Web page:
Then, Pin finds himself going out on a "date" and ending up at a Hell Club, where he undergoes a strange ritual and finds his soul ending up in Hell, imprisoned in the body of a female demon when the convocation of demons are attacked by Kuei. The demon woman flees and manages to escape, but with Pai stuck inside her. She seeks help from an exorcist, but must eventually approach the Minstry of Diseases for help. There, a mere technician manages the job, and Pin ends up finding the girl sympathetic to his plight. For she is Mai Pa, daughter of Mrs. Pa, and like Pin, is in Hell unjustly.

Back on earth, all is not well, Precious Dragon and Mrs. Pa are attacked by a strange creature from Hell. Precious Dragon manages to send it back, but not without aid. Chen and Zhu Irzh, drawn to the scene, help Mrs. Pa with Precious Dragon, and Chen offers them sanctuary with his wife, Inara, as he and Zhu Irzh are shortly to leave for Hell. Mrs. Pa accepts, and it is done. But this attack is only the first of many, and they will all be forced to take shelter with Mhara, who can only help them so much. Perhaps the answers might lie in Sulai-Ba, where Precious Dragon came to earth?

In Hell, Chen, Ms Qui and Zhu Irzh are wined, dined and tour the Ministry of their hosts, the Ministry of War. War appears to be building up its forces, but for what cause? And why has Zhu Irzh's mother formed an alliance with the Minster of War? Even as they attend Mrs. Zhu's birthday party, they are instrumental in saving her from attack, for which Zhu claims a prize- the heart of his grandfather, who rebelled against the Emperor of Hell and was Banished to the lowest level of Hell, and his heart ripped from him so that he could never come back.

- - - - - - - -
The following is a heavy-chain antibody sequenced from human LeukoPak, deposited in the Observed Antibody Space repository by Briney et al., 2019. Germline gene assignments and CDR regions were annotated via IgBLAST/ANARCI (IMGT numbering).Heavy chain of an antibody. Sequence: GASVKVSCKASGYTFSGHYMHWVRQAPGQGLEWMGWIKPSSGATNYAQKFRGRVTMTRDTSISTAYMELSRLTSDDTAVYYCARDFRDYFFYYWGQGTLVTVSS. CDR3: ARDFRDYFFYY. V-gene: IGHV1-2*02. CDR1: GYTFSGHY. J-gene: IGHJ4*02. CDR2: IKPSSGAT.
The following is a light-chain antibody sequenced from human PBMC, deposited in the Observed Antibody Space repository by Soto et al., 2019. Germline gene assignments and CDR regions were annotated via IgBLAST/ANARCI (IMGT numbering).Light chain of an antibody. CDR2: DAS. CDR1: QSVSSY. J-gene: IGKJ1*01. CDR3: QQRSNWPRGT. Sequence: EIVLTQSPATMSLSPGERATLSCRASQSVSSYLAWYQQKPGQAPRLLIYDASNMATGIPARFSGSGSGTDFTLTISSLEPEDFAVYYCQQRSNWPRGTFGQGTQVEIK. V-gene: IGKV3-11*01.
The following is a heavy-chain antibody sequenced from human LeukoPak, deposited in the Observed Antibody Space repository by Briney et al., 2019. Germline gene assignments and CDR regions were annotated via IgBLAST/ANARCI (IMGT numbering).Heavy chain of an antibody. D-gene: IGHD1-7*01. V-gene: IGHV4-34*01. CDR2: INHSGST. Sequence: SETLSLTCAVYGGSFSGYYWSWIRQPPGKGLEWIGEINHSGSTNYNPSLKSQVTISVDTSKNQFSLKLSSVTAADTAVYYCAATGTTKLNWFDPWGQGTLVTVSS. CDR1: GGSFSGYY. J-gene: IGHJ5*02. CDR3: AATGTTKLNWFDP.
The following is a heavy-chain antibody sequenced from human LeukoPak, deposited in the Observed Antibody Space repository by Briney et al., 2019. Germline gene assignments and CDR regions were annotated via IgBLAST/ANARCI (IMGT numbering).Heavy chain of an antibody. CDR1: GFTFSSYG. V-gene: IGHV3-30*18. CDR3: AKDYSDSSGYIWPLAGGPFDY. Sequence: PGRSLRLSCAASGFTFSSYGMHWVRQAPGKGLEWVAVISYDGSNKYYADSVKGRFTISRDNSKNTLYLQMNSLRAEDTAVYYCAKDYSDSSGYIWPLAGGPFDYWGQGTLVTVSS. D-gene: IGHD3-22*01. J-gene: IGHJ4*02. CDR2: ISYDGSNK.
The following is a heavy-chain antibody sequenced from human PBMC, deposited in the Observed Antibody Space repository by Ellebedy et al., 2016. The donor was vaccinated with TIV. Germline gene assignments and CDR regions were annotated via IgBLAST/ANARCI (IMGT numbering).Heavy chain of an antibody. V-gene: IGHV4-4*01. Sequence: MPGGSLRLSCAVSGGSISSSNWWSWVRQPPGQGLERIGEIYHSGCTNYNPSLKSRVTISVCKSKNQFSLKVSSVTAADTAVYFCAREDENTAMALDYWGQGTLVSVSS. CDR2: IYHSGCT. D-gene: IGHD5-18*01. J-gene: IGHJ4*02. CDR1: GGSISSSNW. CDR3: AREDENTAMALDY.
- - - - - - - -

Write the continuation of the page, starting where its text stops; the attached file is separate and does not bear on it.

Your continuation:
But when Qi is kidnapped by the Ministry of Lust, and Heaven invades Hell to Annex it and make Earth the new Hell, can Chen and Zhu Irzh prevent the Celestial Emperor from succeeding in his plans without allowing either side to truly triumph? For that matter, does Chen really want to go against Heaven in this matter? Does he have a choice? Can Earth survive once set apart from Heaven? And will there be a happy ending for Pin and Mai?

I love reading series which are not based on Western Mythology, and this one has all that in spades. Not only are the Eastern Hell of China mentioned, but Jhai Tserai, Zhu's paramour, is not from the Chinese Hell, but from a Hell of India, and is a tigress-demon. There are hints that the Hell Zhu Irzh comes from encompasses only China, and that other countries- Korea, Japan, Thailand, Tibet- all have their own hells and heavens.

And in this case, heaven doesn't exactly mean "good". Yes, Heaven is the place where the beneficent spirits live, but this heaven isn't one I'd consider heavenly- for it wishes to withdraw from mankind forever. And its leader is insane, ordering Hell to be invaded. But there are some "perks" that come with the job- The Emperor's word becomes law and all inhabitants of Heaven agree with his views, but even the inhabitants of Heaven think it can be cloying and overly sweet.

I enjoyed both the story in this volume, and the world. It's not just Chen and Zhu Irzh that make an appearance in each volume any more, but Jhai Tserai, Mhara, Robin, Inara and Ma, Chen's subordinate. Each book continues to get better and better, it's a sure bet that events in this story will have plenty of repercussions into the far future for the series. An exciting, intriguing and engaging series, well worth the time and money. Highly recommended.

Thursday, May 20, 2010

Spiderman: The Gauntlet by Various